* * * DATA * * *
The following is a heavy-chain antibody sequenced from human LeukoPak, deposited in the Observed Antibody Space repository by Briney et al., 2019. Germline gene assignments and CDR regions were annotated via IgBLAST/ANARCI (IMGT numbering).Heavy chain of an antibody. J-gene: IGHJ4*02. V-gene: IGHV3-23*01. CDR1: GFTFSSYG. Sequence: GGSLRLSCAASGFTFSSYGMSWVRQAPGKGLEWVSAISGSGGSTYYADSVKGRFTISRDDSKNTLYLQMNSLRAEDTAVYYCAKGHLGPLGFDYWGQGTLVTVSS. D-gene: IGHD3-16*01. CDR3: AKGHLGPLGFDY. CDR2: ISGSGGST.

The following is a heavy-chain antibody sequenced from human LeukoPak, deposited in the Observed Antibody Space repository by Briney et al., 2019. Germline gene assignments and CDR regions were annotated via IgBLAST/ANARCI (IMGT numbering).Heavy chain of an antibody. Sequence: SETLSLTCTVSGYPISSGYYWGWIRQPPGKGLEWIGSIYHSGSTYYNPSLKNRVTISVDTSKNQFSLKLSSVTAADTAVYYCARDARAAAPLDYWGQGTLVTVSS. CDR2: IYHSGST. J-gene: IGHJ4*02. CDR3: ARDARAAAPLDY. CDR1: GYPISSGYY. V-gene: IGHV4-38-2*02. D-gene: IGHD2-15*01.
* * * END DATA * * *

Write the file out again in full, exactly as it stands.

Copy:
The following is a heavy-chain antibody sequenced from human LeukoPak, deposited in the Observed Antibody Space repository by Briney et al., 2019. Germline gene assignments and CDR regions were annotated via IgBLAST/ANARCI (IMGT numbering).Heavy chain of an antibody. J-gene: IGHJ4*02. V-gene: IGHV3-23*01. CDR1: GFTFSSYG. Sequence: GGSLRLSCAASGFTFSSYGMSWVRQAPGKGLEWVSAISGSGGSTYYADSVKGRFTISRDDSKNTLYLQMNSLRAEDTAVYYCAKGHLGPLGFDYWGQGTLVTVSS. D-gene: IGHD3-16*01. CDR3: AKGHLGPLGFDY. CDR2: ISGSGGST.

The following is a heavy-chain antibody sequenced from human LeukoPak, deposited in the Observed Antibody Space repository by Briney et al., 2019. Germline gene assignments and CDR regions were annotated via IgBLAST/ANARCI (IMGT numbering).Heavy chain of an antibody. Sequence: SETLSLTCTVSGYPISSGYYWGWIRQPPGKGLEWIGSIYHSGSTYYNPSLKNRVTISVDTSKNQFSLKLSSVTAADTAVYYCARDARAAAPLDYWGQGTLVTVSS. CDR2: IYHSGST. J-gene: IGHJ4*02. CDR3: ARDARAAAPLDY. CDR1: GYPISSGYY. V-gene: IGHV4-38-2*02. D-gene: IGHD2-15*01.